Despite an obstruction-filled game – much slower than many of the first and second round matchups that we’d seen, and more in line with “dead puck” hockey that plagued much of the league in the late 90’s and early 2000’s, the officials refused to call a single penalty for 35 minutes. They finally awarded coincidental minors to Tomas Nosek and Shea Weber after the former hit the latter from behind, the latter punched the former in the back of the head and cross checked him when he got back up, and the former slashed the latter – a scrum simply too stupid to avoid, though one that likely should’ve been cut off before it started by whistling down the Nosek hit. Minutes later, they called the first powerplay of the game – a light hook by Nick Suzuki that was technically illegal, but likely not in the top 100 infractions up to that point and not particularly impactful on the play, leaving many confused as to what was being picked and chosen.

But the real moment that seemed to shatter the conversation online and on the air was the one embedded above. In the final seconds of the second period, shortly after Vegas took their even-up penalty, a scrum ensued between Brayden McNabb and Nick Suzuki in front of the Vegas net, including a gloved punch from McNabb. Despite being in clear view of referee Chris Lee, and other players from both teams joining the fray, no penalties were awarded and the play was allowed to continue for nearly 20 seconds, with a whistle finally being blown at the 2.8 second mark – only for Lee to then ask for those seconds to be rolled off the clock to send the game to intermission.

For the rest of the game, which ultimately ended in overtime not a single further penalty was called. The end result of a clutch-and-grab filled, instigation filled, scrum-filled game was a total of two powerplays, and through four games the sum total of opportunities stands at 17 – more than a full powerplay per game under the league average. The Tampa/New York series is similarly under-called with a total of 20 powerplays in four games, nine of which came in Game 2.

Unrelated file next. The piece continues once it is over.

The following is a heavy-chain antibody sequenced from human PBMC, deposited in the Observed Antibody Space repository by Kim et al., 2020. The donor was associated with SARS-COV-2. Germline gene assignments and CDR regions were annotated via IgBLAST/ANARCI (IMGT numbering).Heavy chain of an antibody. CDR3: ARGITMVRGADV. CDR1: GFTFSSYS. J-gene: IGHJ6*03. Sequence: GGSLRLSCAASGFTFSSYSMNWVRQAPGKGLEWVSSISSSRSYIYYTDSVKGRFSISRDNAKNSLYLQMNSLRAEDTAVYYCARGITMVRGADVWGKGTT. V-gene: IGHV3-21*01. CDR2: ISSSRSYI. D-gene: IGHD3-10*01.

While some traditionalists are enjoying this, eager to see the playoffs become even more of a game of “who can survive this crap the longest and get lucky with it” hidden under the false guise of nobility and sacrifice, it seems to me that the tides are changing. More and more people are seeing this for what it is – an appeal to a game once beloved, but not a reflection of the current skill, speed, and talent that we have today.

Officiating a perfect game is impossible, and no one should be expecting that every single moment gets called to the letter. But at a time where the sport has potential to grow between expansion, unprecedented talent, and two huge new TV deals in the United States, there needs to be a serious conversation about whether it’s worth appeasing the past to spite the present. It’s incredibly difficult to pitch an incredible sport to a potential fan when it’s impossible to explain the rules, when highlight plays are cut off because teams are given leeway to slow the game down in illegal fashions, and when star players are put at a disadvantage unlike any in professional sports.

As it stands, the NHL – which sets the tone for all the competitive hockey leagues below it and most of the leagues around it – continues to value a game of discretion which leaves games to chance, keeps them close, and allows them to sell the idea of parity, that can then be explained in hindsight of the values of hard work and determination. But for everyone else, they’re seeing wasted potential, skill more suffocated than the rulebook says it should be, and players physically broken down and unable to deliver the moments that get them into the mainstream because they’re giving and taking more punishment than they’re supposed to be.

For the NHL to make the big leap it wants to with this new generation of talent, viewership, and opportunity, it needs to make clear what it believes hockey to be, and make sure that the players are playing it typically, that’s a goal scoring competition with limits to how you can achieve it and how you can prevent it. The more it loses to the grind and the blind eye, the less likely it will ever be to thrive.

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The NHL is at a rule enforcement crossroads